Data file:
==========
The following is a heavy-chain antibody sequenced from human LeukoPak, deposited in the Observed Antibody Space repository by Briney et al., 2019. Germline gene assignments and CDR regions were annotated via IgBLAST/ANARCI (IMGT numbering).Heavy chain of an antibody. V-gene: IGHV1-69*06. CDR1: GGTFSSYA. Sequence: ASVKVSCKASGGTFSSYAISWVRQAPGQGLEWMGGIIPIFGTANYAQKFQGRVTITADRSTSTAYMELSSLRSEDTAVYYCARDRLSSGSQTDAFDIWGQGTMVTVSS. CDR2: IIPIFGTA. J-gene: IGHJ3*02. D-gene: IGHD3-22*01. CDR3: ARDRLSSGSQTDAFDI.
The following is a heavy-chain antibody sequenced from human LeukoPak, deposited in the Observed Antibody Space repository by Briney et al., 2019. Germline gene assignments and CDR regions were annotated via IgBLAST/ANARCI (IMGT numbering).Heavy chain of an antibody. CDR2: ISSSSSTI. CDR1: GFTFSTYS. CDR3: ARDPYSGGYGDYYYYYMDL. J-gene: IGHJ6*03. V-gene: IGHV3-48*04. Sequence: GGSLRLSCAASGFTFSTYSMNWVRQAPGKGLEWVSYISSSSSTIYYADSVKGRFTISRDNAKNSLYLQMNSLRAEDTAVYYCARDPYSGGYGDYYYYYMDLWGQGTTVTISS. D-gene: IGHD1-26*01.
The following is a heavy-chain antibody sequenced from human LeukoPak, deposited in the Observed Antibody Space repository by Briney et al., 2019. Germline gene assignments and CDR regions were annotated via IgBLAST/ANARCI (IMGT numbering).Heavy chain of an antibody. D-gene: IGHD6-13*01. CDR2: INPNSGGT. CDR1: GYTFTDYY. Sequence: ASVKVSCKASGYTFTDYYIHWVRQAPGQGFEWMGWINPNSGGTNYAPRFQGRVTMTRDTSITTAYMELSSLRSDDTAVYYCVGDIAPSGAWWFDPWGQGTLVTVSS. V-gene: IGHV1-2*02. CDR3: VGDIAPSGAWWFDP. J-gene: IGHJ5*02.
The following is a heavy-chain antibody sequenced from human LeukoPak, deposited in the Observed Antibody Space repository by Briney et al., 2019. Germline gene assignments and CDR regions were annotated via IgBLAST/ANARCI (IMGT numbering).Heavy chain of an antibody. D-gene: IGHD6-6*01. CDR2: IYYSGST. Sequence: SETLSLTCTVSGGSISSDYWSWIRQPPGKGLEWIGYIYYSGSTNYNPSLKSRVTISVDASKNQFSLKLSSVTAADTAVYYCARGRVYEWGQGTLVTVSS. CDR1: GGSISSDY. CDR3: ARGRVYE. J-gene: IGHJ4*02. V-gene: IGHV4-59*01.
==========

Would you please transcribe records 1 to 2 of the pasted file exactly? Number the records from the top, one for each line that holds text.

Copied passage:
The following is a heavy-chain antibody sequenced from human LeukoPak, deposited in the Observed Antibody Space repository by Briney et al., 2019. Germline gene assignments and CDR regions were annotated via IgBLAST/ANARCI (IMGT numbering).Heavy chain of an antibody. V-gene: IGHV1-69*06. CDR1: GGTFSSYA. Sequence: ASVKVSCKASGGTFSSYAISWVRQAPGQGLEWMGGIIPIFGTANYAQKFQGRVTITADRSTSTAYMELSSLRSEDTAVYYCARDRLSSGSQTDAFDIWGQGTMVTVSS. CDR2: IIPIFGTA. J-gene: IGHJ3*02. D-gene: IGHD3-22*01. CDR3: ARDRLSSGSQTDAFDI.
The following is a heavy-chain antibody sequenced from human LeukoPak, deposited in the Observed Antibody Space repository by Briney et al., 2019. Germline gene assignments and CDR regions were annotated via IgBLAST/ANARCI (IMGT numbering).Heavy chain of an antibody. CDR2: ISSSSSTI. CDR1: GFTFSTYS. CDR3: ARDPYSGGYGDYYYYYMDL. J-gene: IGHJ6*03. V-gene: IGHV3-48*04. Sequence: GGSLRLSCAASGFTFSTYSMNWVRQAPGKGLEWVSYISSSSSTIYYADSVKGRFTISRDNAKNSLYLQMNSLRAEDTAVYYCARDPYSGGYGDYYYYYMDLWGQGTTVTISS. D-gene: IGHD1-26*01.